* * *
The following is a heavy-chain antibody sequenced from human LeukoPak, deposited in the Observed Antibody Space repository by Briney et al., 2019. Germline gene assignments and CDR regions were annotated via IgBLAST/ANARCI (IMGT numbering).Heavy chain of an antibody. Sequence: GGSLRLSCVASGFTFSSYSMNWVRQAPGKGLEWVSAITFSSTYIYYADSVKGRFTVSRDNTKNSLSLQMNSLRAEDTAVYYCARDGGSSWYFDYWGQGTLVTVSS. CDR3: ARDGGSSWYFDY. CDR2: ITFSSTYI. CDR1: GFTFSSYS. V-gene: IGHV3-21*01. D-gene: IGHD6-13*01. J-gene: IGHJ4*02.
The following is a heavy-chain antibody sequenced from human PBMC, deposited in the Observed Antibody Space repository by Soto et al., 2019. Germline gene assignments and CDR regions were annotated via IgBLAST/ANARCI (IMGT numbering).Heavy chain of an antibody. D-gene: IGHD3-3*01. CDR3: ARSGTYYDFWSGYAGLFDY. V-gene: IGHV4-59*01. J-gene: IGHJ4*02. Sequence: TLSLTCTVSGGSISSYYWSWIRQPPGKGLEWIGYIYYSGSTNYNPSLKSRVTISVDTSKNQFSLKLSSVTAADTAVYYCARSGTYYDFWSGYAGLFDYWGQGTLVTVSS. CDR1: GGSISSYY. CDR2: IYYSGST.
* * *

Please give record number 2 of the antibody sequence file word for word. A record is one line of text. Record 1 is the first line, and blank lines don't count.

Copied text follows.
The following is a heavy-chain antibody sequenced from human PBMC, deposited in the Observed Antibody Space repository by Soto et al., 2019. Germline gene assignments and CDR regions were annotated via IgBLAST/ANARCI (IMGT numbering).Heavy chain of an antibody. D-gene: IGHD3-3*01. CDR3: ARSGTYYDFWSGYAGLFDY. V-gene: IGHV4-59*01. J-gene: IGHJ4*02. Sequence: TLSLTCTVSGGSISSYYWSWIRQPPGKGLEWIGYIYYSGSTNYNPSLKSRVTISVDTSKNQFSLKLSSVTAADTAVYYCARSGTYYDFWSGYAGLFDYWGQGTLVTVSS. CDR1: GGSISSYY. CDR2: IYYSGST.